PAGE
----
Search Legislation

The Police and Criminal Evidence (Northern Ireland) Order 1989

Status:

This is the original version (as it was originally made).

PART VIQUESTIONING AND TREATMENT OF PERSONS BY POLICE

Interpretation of Part VI

53.  In this Part—

  • “appropriate consent” means—

    (a)

    in relation to a person who has attained the age of 17 years, the consent of that person;

    (b)

    in relation to a person who has not attained that age but has attained the age of 14 years, the consent of that person and his parent or guardian; and

    (c)

    in relation to a person who has not attained the age of 14 years, the consent of his parent or guardian;

  • “fingerprints” includes palm prints;

  • “intimate sample” means a sample of blood, semen or any other tissue fluid, urine or pubic hair, or a swab taken from any of a person’s body orifices except his mouth;

  • “medical practitioner” means a fully registered person within the meaning of the Medical Act 1983(1);

  • “non-intimate sample” means—

    (a)

    a sample of hair other than pubic hair;

    (b)

    a sample taken from a nail or from under a nail;

    (c)

    a sample of saliva;

    (d)

    a swab taken from a person’s mouth;

    (e)

    a swab taken from any other part of a person’s body except a body orifice other than his mouth;

    (f)

    a footprint or a similar impression of any part of a person’s body other than a part of his hand.

Abolition of certain powers of constables to search persons

54.—(1) Subject to paragraph (2), there shall cease to have effect any statutory provision made before the date of the coming into operation of this Order in so far as it authorises—

(a)any search by a constable of a person in police detention at a police station; or

(b)an intimate search of a person by a constable;

and any rule of common law which authorises a search such as is mentioned in sub-paragraph (a) or (b) is abolished.

(2) Nothing in paragraph (1)(a) shall affect section 15(3)(b) of the Northern Ireland (Emergency Provisions) Act 1978(2) or section 15(3), (4) or (5) of the Prevention of Terrorism (Temporary Provisions) Act 1989(3).

Searches of detained persons

55.—(1) The custody officer at a police station shall ascertain and record or cause to be recorded everything which a person has with him when he is—

(a)brought to the station after being arrested elsewhere or after being committed to custody by an order or sentence of a court; or

(b)arrested at the station or detained there under Article 38(3).

(2) In the case of an arrested person the record shall be made as part of his custody record.

(3) Subject to paragraph (4), a custody officer may seize and retain any such thing or cause any such thing to be seized and retained.

(4) Clothes and personal effects may only be seized if the custody officer—

(a)believes that the person from whom they are seized may use them—

(i)to cause physical injury to himself or any other person;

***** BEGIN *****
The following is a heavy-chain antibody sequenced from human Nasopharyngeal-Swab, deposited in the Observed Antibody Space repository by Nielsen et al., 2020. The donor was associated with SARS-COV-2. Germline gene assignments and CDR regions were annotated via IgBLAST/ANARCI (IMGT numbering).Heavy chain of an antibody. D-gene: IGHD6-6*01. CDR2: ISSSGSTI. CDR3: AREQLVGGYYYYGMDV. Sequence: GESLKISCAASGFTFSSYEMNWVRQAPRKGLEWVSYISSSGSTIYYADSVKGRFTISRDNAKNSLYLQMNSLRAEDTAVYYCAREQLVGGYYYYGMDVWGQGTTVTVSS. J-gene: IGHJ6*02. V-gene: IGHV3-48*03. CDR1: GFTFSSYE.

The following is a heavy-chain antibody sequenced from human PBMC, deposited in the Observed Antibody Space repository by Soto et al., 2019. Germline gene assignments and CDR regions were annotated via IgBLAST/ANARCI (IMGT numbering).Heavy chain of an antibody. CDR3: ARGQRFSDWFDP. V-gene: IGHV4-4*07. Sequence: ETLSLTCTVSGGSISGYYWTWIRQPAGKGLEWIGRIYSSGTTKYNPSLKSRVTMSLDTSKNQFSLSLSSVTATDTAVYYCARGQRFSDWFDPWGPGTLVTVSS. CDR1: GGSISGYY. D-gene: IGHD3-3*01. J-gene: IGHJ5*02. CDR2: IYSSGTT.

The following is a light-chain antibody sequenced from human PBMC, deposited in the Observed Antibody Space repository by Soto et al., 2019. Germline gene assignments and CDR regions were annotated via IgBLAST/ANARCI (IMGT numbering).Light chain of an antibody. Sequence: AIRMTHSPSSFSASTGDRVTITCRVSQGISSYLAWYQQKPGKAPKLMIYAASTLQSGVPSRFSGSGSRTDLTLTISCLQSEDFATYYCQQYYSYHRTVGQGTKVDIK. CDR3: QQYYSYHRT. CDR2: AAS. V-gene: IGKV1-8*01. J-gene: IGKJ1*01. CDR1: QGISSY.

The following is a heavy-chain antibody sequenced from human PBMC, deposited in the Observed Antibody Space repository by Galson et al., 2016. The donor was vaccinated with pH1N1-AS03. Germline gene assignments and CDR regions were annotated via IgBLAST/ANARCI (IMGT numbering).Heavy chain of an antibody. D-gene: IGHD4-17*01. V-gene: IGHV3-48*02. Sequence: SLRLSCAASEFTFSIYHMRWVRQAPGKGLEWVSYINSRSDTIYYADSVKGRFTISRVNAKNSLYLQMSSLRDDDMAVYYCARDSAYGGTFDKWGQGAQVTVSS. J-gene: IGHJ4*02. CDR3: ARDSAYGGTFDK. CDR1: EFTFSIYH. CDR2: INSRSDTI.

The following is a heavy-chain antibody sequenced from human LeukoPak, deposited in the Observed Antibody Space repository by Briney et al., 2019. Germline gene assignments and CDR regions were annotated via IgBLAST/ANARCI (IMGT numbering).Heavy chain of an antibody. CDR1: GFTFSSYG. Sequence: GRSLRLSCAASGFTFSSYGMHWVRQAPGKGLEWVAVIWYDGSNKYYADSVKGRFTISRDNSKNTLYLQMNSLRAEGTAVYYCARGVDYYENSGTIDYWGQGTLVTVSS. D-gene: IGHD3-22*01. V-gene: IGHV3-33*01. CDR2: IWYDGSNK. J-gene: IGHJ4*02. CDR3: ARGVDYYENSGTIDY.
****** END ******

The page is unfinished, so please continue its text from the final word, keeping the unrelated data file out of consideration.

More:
(ii)to damage property;

(iii)to interfere with evidence; or

(iv)to assist him to escape; or

(b)has reasonable grounds for believing that they may be evidence relating to an offence.

(5) Where anything is seized, the person from whom it is seized shall be told the reason for the seizure unless he is—

(a)violent or likely to become violent; or

(b)incapable of understanding what is said to him.

(6) Subject to paragraph (10), a person may be searched if the custody officer considers it necessary to enable him to carry out his duty under paragraph (1) and to the extent that the custody officer considers necessary for that purpose.

(7) A person who is in custody at a police station or is in police detention otherwise than at a police station may at any time be searched in order to ascertain whether he has with him anything which he could use for any of the purposes specified in paragraph (4)(a).

(8) Subject to paragraph (9), a constable may seize and retain, or cause to be seized and retained, anything found on such a search.

(9) A constable may only seize clothes and personal effects in the circumstances specified in paragraph (4).

(10) An intimate search may not be conducted under this Article.

(11) A search under this Article shall be carried out by a constable.

(12) The constable carrying out a search shall be of the same sex as the person searched.

Intimate searches

56.—(1) Subject to the following provisions of this Article, if an officer of at least the rank of superintendent has reasonable grounds for believing—

(a)that a person who has been arrested and is in police detention may have concealed on him anything which—

(i)he could use to cause physical injury to himself or others; and

(ii)he might so use while he is in police detention or in the custody of a court; or

(b)that such a person—

(i)may have a Class A drug concealed on him; and

(ii)was in possession of it with the appropriate criminal intent before his arrest,